The VW CC is more satisfying than we ever thought it would be, in performance, comfort and style
We all tend to get extremely excited when we cruise the auto show floor and see the first examples of a production car. We certainly got goose bumps at our first glimpse of Volkswagen's sporty four-door coupe -- the 2009 Volkswagen CC. The VW CC promised an awful lot and it seemed to us that VW might have bitten off a little more than it could handle -- we still remember the VW Phaeton luxury sedan.
On this first drive of the VW CC, we were certainly not disappointed with the exterior design. The production car retained all of the styling we saw early on. The sleek low-slung stance makes the VW CC one of most striking attractions to race down our streets in a long while.
We have written and read a great many accolades of VW's 2.0-liter turbocharged four-cylinder engine. This powerplant works exceptionally well when fit to the VW CC. Even though this vehicle seems bulky, the performance exhibited by this powerful little engine is startling. Not forgetting that the VW CC is a luxury automobile as well as a sports sedan, and it is quite thrifty -- a combination of certainly three elements you might not expect from one vehicle. Hats off to VW for making a 6-speed manual transmission available, even though it might reach only 5 percent of overall sales.
Wanting a little more performance along with elegance, we'd choose the 3.6-liter VR6 engine with its 280 horsepower and 265 lb.-ft. of torque. Another important reason to selecting a VW CC with the V-6 is that it's the only way to get VW's 4Motion all-wheel drive system. No manual transmission with the V-6 -- you get the six-speed Tiptronic automatic.
Accelerating from a stop there is no perceived turbo lag. The transition of power is quick and sure as the turbo spools up and there is progressively more force on your body as it is pushed into the seat back.
Part of the credit for the excellent performance goes to the six-speed Tiptronic automatic transmission. The shifting sequence with the shifter placed in D and sport mode is satisfying, proving that computer controls have come a long way and improved immensely. Slide the shifter over to manual mode and the gear selection is left to the driver. This is where we proved the VW CC can be as satisfying on the twisties as it is cruising to the theater. We love the ability to do both having been stuck in Los Angeles traffic for hours.
Hanging the luxury sports sedan tag on the VW CC may seem incongruous but really, it isn't such a stretch with this automobile. It is certainly not hard to see this melding of attributes following our drive through a mixture of freeways, surface streets and backcountry mountain roads. The adventure allowed us to get a full appreciation of VW's engineering prowess. The front MacPherson struts and rear mult-ilink suspension system offered up smooth comfortable freeway driving. That is why it was a bit surprising to see the VW CC exhibit such satisfying handling out on the twisting country roads. The 2009 Volkswagen CC melds both attributes finely into a system offering high quality in all situations.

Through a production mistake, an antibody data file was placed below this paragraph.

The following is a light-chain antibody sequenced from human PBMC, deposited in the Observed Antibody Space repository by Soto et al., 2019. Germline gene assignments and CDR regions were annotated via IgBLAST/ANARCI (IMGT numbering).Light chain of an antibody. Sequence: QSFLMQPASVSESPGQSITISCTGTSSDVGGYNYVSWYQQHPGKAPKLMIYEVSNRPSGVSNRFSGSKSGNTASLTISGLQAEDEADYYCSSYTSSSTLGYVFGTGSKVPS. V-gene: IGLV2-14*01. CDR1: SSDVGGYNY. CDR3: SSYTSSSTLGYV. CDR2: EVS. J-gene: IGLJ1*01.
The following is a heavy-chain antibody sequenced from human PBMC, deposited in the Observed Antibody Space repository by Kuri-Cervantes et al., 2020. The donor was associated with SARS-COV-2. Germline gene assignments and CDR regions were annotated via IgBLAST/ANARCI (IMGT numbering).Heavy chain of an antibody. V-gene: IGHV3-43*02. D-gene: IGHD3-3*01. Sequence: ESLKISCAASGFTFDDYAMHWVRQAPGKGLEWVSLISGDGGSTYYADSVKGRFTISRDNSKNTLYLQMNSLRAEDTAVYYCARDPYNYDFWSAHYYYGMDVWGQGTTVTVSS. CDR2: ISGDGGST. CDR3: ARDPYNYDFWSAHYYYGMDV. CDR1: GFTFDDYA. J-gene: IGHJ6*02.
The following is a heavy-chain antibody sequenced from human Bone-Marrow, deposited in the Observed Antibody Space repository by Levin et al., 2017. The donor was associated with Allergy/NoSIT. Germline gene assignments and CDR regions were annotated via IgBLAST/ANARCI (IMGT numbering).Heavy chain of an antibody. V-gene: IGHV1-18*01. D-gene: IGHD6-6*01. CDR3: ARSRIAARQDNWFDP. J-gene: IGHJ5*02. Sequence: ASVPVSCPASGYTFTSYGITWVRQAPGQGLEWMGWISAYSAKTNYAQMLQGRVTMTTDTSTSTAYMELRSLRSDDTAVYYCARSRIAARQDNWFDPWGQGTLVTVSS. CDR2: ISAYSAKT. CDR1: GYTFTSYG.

The absence of high levels of wind noise contributed greatly to our enjoyment of the VW CC. This slick silence can be attributed to the unique design of the outside mirrors and the extensive attention to the window seals on the frameless doors. We haven't experienced such a small amount of wind noise from any vehicle in a good long time.
The silky, low-drag effect begins at the front grille, continuing with the graceful hood and over a steeply-raked windscreen. The VW CC profile flows quickly over the drastically dropping C-pillar to the trunk lid incorporating a brake light that actually improves aerodynamics. In fact, according to VW folks their new sedan slides through the air with a slippery 0.28 drag coefficient. That's speeding-bullet aero. But we aren't talking Superman here, just a capable automobile that offers up a great deal of features while providing performance the likes of which we see in vehicles costing considerably more than the $28,000 base price.
The interior is so typical of what we have come to expect from Volkswagen. Based on the five-passenger Passat platform, the VW CC interior is cozy, providing supportive seating for just four counting the driver. The rear-contoured seats are separated by a versatile center console adding that extra touch of elegance.
Taking a step away from conventional design thinking, the 2009 VW CC dash is a combination of a texture, engineering excellence and artistic elegance. The cantilevered dash alone is an exquisite combination of surface contours that might be found on a vehicle costing two or three times the VW CC price. The interior fit and finish signal that VW took extra care in the execution of design. And this can be said of the base model as well as the fully featured top model.
It is obvious Volkswagen learned a great deal with the less-than-successful Phaeton. The manner with which they have designed, engineered and manufactured the 2009 VW CC sedan shows they have. Not only is this an extremely attractive automobile, it is well balanced between luxury and performance. Priced correctly for the market and to fit into the Volkswagen portfolio, the CC is an automobile that will, we predict, be a success story.
Rear side airbags ($350), 18-inch Interlagos wheels w/all-season tires ($750), Technology Package ($2,640)
280 hp @ 6,200 rpm
265 lb.-ft. @ 2,750 rpm
6-speed automatic Tiptronic
19 city/29 hwy
41.6 in./ 37.3 in.
37.4 in./ 36.6 in.
13.0 cu. ft.
By Ron Moorhead Photo credit: Volkswagen